Recently I received some really great advice from a fellow photographer I respect. He told me that he does something that most other photographers turn their noses up to - he allows his clients to share the cost of a photoshoot. Honestly, I was surprised. Every single established photographer I have ever spoken to said not to allow this, so naturally I was intrigued. The more he told me about his process, the more I realized the genius behind it. I realized that the old standard was based around a print world mentality and not the current digital age we reside in. And although you would think “sharing a shoot” does not need to be explained, I thought I’d share some creative insights with you. Most of my clients are interior designers, so I am going to write this post based around that assumption. The same applies though to any scenario.
If someone has emailed me and decided that they want to professionally capture their work, they have already decided that its worth the investment. Like any business owner though, I think about my expense dollars and how they’re working for me. My portfolio is not just a catalogue of my work, it’s my main marketing resource. We live in a time where photography is the way we consume info and its certainly becoming the way we shop - whether it be a product or a service. Until recently I would say that Instagram accounted for 90% of my business. If you really break it down, IG is essentially a form of referral - whether it be from a brand you respect or an individual you know. And the quality of the photography is what sells because it determines if people will repost you or not.
The more people who share your professional photos, the higher SEO is coming to your account. Sharing a photoshoot is not only beneficial financially, it ends up giving you a wider group of sharing individuals from the moment you choose to release a project. That means more traction to your IG account and ultimately your website - essentially a community for your product/service. Not only that though - sharing a shoot can make the final photos more polished too.
I’m going to go through a made up scenario to illuminate how many opportunities there are to bring other people into a shared shoot. Mainly just to get your creative juices flowing.
Your project is basically ready, but like most of my clients there are some loose ends. Time to start brain storming. You have some great art pieces that were sources from a gallery or individual artist. They have an active social presence so you decide to hit them up. Maybe they’d like to throw in $200 to secure some shots from the shoot. The artist or gallery gets to benefit from featuring the art in situ which helps showcase the work.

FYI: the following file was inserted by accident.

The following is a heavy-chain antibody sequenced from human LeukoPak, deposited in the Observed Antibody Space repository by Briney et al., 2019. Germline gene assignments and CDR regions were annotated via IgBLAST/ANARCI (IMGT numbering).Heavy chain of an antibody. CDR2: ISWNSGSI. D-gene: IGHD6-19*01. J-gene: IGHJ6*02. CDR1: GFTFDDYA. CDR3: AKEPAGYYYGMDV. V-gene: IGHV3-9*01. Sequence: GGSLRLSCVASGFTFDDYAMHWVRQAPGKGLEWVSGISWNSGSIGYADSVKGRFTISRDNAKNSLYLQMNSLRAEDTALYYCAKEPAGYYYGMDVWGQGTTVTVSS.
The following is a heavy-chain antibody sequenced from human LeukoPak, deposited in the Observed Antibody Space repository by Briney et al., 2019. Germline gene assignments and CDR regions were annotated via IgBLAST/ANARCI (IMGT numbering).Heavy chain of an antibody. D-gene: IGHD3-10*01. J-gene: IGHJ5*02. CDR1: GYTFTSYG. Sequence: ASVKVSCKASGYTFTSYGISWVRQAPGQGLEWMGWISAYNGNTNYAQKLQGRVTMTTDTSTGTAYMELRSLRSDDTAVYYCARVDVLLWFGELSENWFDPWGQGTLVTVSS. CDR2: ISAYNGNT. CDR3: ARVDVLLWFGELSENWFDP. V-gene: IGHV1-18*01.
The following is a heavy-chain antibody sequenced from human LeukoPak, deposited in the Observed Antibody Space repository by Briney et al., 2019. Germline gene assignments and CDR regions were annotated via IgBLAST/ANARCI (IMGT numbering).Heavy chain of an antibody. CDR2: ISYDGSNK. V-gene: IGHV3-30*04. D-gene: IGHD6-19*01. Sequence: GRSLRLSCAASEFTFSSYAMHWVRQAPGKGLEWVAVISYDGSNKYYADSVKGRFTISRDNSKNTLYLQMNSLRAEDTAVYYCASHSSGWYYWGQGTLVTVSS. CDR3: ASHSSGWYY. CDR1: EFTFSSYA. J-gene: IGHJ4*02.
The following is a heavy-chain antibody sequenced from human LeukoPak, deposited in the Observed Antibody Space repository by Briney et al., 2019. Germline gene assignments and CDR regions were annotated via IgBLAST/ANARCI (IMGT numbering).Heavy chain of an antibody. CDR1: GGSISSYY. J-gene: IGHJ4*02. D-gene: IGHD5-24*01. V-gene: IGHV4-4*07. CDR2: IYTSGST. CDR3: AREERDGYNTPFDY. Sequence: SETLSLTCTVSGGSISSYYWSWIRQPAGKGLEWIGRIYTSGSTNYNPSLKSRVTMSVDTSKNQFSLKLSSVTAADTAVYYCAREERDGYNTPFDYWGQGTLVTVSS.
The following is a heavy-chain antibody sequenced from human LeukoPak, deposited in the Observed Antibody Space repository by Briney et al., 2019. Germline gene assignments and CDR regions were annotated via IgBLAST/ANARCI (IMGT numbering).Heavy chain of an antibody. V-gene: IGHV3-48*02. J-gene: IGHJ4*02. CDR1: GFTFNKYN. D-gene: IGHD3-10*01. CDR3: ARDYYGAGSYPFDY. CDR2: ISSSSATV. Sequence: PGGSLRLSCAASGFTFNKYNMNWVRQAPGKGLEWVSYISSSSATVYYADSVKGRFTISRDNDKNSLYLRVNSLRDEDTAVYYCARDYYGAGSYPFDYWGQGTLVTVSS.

The couches in the main living area are still bare and you’d like the perfect pillows to include. You know a great shop that carries the right fit so you reach out to the owner. Maybe they’d like to throw you $100 for the shoot as well, and lend you the pillows for the day. They’ll also benefit from having images of their work styled and creatively placed in a designer home. Plus your client may end up purchasing the pillows once they see them on their couch, so it could be a win/win. If not the pillows get returned good as new.
Now there are flowers to think about. You don’t want to overcomplicate things, but you notice in the shots of brands you admire that flowers are often placed in table scapes, master bedrooms and bathroom. Plus the coffee table and kitchen definitely need a pop of texture. You have a florist you love who also is active on IG. Maybe the florist gives you flowers for free but doesn’t want to contribute cash. Still a win/win because it means you didn’t need to front cash on florals or spend the time arranging. Maybe the florist can repurpose their designs for another project.
Speaking of kitchens, you had a great relationship with the company that installed the counters. They have been working to get their name out so they’re excited to throw in $200 for some editorial worthy photos of their work.
Then there are the custom millworker and the painter you use. You’ve noticed that both of them tend to take snaps of their work when the home is unfinished - often in not the best light on their phone. Both would benefit from you’re styling savvy to show off their beautiful craftsmanship. Maybe each of them will throw you $100 for some photos.
Of course there are the major players like the contractor and architect as well. Without them the project would not be what it is. Even if none of the other people mentioned above are interested, an architect or contractor would likely be interested in splitting the fee with you. After all, both would benefit from your (and my) talent with styling a home for a photo shoot. And my work is often published which would garner them more attention as well.
For some projects this makes sense, and for others it may not. Hopefully this post helps get your creative juices flowing. I’d like to make a couple disclaimers though. Not all photographers are open to this option - I wasn’t even up until recently. So always be sure to ask your photographer. Their photography is their intellectual property and that should be respected. For myself I require that ever business has their own individual contract prior to the photo shoot. If they are interested after the shoot they need to purchase images directly from me.
I hope this was able to spark some creative ideas! Feel free to ping me with questions.